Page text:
Pushing the Right Buttons

captureLaw and Order is always high on the Public Agenda, so when Nottinghamshire Police receive a statistically insignificant response to a Neighbourhood Priority Survey then it is perhaps appropriate to review if the rise Social Media has comprehensively eclipsed the traditionalist approach to local    dialogue.

Simply ignoring the wealth of positive outcomes that the Police deliver on a daily basis and attributing undue significance to one dud survey would be foolish in the extreme. Unfortunately, however, it is quite easy to be overwhelmed by the view that folks addicted to the information superhighway are always one step ahead of those who champion a broader and more inclusive approach to local democracy. In truth, both groups probably have complementary benefits.

It is impossible to cover every aspect of this issue on two sides of A4 but it may be useful to consider my observations visiting family in Western Australia. Social Media Dialogue and Fibre Broadband Coverage are similar to the UK but traditional initiatives are still very much a part of the local culture. See the images above.

When you witness a corridor of 100 wheelie bins, fortnightly, lobbying local motorists to slow down, this highlights a grass roots aspect of community cohesion that is inherently much more inclusive of all local residents than Social Media will ever be able to fully replicate.

All the – ‘Vote With Your Wheelie Bin’ – Safer Neighbourhoods Priority Surveys are initiated thanks to a range of free stickers promoted by the Council. Full analysis of all the data is instantly available for anyone and everyone to collate, by the roadside, on Bin Day!

Typical themes are: –

1) Slow Down – Reduce Accidents

2) Doorstep Traders Not Welcome

3) Please Park Considerately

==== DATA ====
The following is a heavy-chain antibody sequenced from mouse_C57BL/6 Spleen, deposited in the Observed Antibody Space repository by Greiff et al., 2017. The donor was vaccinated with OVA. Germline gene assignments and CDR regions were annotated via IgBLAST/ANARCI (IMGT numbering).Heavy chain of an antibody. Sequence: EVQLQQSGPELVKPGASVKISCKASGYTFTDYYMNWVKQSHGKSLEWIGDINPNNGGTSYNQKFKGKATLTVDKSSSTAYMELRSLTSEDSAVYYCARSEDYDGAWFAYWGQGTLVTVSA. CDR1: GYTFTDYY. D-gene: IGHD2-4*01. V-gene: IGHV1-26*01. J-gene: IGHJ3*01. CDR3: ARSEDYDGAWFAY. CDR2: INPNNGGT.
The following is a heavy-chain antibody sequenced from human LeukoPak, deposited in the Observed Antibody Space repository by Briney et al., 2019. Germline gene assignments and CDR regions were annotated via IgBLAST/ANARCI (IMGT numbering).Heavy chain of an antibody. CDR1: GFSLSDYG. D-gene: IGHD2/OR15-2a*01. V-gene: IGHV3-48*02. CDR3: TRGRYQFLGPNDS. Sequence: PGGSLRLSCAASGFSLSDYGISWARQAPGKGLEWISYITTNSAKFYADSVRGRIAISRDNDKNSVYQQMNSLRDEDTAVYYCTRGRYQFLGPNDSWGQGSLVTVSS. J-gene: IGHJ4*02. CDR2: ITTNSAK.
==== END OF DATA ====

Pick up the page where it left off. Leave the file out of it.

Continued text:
4) Help Reduce Burglary

5) No Open Liquor on Our Streets

6) Report Suspicious Activity

To complement this street level activism all the Bin Lorries and similar vehicles carry a support logo ‘The Eyes on the Street’. Most folks are of the view that Broxtowe has equivalent, much more discreet, monitoring arrangements but perhaps a less low key approach might encourage more vocal appreciation of public sector employees’ efforts in this respect.

Closer to home, I notice that the London Boroughs use temporary lamp post signs a lot more than appears to be the case in this area to supplement Twitter and Facebook. Specifically, on each street where a burglary has taken place, warning signs are placed for around three months following the crime.

In conclusion, Social Media has delivered amazing benefits for many aspects of everyday life, including Safer Neighbourhoods. The difficulties arise with maintaining a sufficiently high profile in a very crowded environment and retaining a grass roots appeal to folks who, for whatever reason, have yet to fully embrace the Information Superhighway.

Adrian Hirst

Dovecote Neighbourhood Forum

Beeston

 

 

About Sue Sambells

Editor of Bramcote Today. Trustee of Nottinghamshire Neighbourhood Watch. Lead Coordinator for RVR, Bramcote - Neighbourhood Watch Scheme
This entry was posted in Neighbourhood Watch. Bookmark the permalink.

One Response to Pushing the Right Buttons

  1. Sue Sambells says:

    In support of Adrian’s article, our local beat team have not been resourced to deliver and collect neighbourhood surveys for around six months and none have been submitted via the online tool. This is one of the reasons that the Priority Setting Meetings has become a Safer Communities Forum. See my earlier article for more detail at https://bramcotetoday.org.uk/2017/02/04/introducing-safer-communities-forums-to-south-broxtowe/

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